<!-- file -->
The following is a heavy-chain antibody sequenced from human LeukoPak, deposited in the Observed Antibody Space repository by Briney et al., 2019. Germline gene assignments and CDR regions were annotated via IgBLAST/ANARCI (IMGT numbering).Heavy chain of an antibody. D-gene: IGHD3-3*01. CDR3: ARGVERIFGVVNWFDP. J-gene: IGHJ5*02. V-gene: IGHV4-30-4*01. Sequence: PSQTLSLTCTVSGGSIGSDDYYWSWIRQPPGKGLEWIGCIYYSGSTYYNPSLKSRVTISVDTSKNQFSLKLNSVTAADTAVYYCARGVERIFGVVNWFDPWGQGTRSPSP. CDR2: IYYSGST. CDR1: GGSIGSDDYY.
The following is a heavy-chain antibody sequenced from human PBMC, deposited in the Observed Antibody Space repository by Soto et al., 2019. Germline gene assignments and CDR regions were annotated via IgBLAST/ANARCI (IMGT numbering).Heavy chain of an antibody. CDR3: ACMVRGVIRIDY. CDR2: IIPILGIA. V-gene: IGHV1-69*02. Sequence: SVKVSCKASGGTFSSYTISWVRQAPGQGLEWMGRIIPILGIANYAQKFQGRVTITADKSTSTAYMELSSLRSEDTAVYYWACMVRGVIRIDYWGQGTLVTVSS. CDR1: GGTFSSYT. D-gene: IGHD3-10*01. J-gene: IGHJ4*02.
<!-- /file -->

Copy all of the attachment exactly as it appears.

The following is a heavy-chain antibody sequenced from human LeukoPak, deposited in the Observed Antibody Space repository by Briney et al., 2019. Germline gene assignments and CDR regions were annotated via IgBLAST/ANARCI (IMGT numbering).Heavy chain of an antibody. D-gene: IGHD3-3*01. CDR3: ARGVERIFGVVNWFDP. J-gene: IGHJ5*02. V-gene: IGHV4-30-4*01. Sequence: PSQTLSLTCTVSGGSIGSDDYYWSWIRQPPGKGLEWIGCIYYSGSTYYNPSLKSRVTISVDTSKNQFSLKLNSVTAADTAVYYCARGVERIFGVVNWFDPWGQGTRSPSP. CDR2: IYYSGST. CDR1: GGSIGSDDYY.
The following is a heavy-chain antibody sequenced from human PBMC, deposited in the Observed Antibody Space repository by Soto et al., 2019. Germline gene assignments and CDR regions were annotated via IgBLAST/ANARCI (IMGT numbering).Heavy chain of an antibody. CDR3: ACMVRGVIRIDY. CDR2: IIPILGIA. V-gene: IGHV1-69*02. Sequence: SVKVSCKASGGTFSSYTISWVRQAPGQGLEWMGRIIPILGIANYAQKFQGRVTITADKSTSTAYMELSSLRSEDTAVYYWACMVRGVIRIDYWGQGTLVTVSS. CDR1: GGTFSSYT. D-gene: IGHD3-10*01. J-gene: IGHJ4*02.